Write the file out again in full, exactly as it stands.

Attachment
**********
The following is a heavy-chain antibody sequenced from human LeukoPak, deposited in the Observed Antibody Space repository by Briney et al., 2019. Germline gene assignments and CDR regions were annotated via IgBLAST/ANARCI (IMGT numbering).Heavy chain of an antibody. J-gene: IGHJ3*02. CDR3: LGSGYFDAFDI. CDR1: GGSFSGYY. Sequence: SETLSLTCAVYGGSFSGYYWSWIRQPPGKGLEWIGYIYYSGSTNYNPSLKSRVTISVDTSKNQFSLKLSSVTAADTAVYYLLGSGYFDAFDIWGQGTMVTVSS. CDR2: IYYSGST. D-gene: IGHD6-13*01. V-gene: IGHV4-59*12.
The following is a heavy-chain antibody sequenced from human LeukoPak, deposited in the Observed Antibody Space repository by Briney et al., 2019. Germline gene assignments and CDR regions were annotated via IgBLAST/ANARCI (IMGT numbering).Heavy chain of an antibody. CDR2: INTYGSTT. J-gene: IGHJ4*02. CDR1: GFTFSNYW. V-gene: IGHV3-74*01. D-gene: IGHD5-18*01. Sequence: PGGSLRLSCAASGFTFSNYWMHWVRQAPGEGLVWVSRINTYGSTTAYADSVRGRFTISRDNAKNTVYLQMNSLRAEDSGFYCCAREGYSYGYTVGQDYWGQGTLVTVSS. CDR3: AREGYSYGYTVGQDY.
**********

The following is a heavy-chain antibody sequenced from human LeukoPak, deposited in the Observed Antibody Space repository by Briney et al., 2019. Germline gene assignments and CDR regions were annotated via IgBLAST/ANARCI (IMGT numbering).Heavy chain of an antibody. J-gene: IGHJ3*02. CDR3: LGSGYFDAFDI. CDR1: GGSFSGYY. Sequence: SETLSLTCAVYGGSFSGYYWSWIRQPPGKGLEWIGYIYYSGSTNYNPSLKSRVTISVDTSKNQFSLKLSSVTAADTAVYYLLGSGYFDAFDIWGQGTMVTVSS. CDR2: IYYSGST. D-gene: IGHD6-13*01. V-gene: IGHV4-59*12.
The following is a heavy-chain antibody sequenced from human LeukoPak, deposited in the Observed Antibody Space repository by Briney et al., 2019. Germline gene assignments and CDR regions were annotated via IgBLAST/ANARCI (IMGT numbering).Heavy chain of an antibody. CDR2: INTYGSTT. J-gene: IGHJ4*02. CDR1: GFTFSNYW. V-gene: IGHV3-74*01. D-gene: IGHD5-18*01. Sequence: PGGSLRLSCAASGFTFSNYWMHWVRQAPGEGLVWVSRINTYGSTTAYADSVRGRFTISRDNAKNTVYLQMNSLRAEDSGFYCCAREGYSYGYTVGQDYWGQGTLVTVSS. CDR3: AREGYSYGYTVGQDY.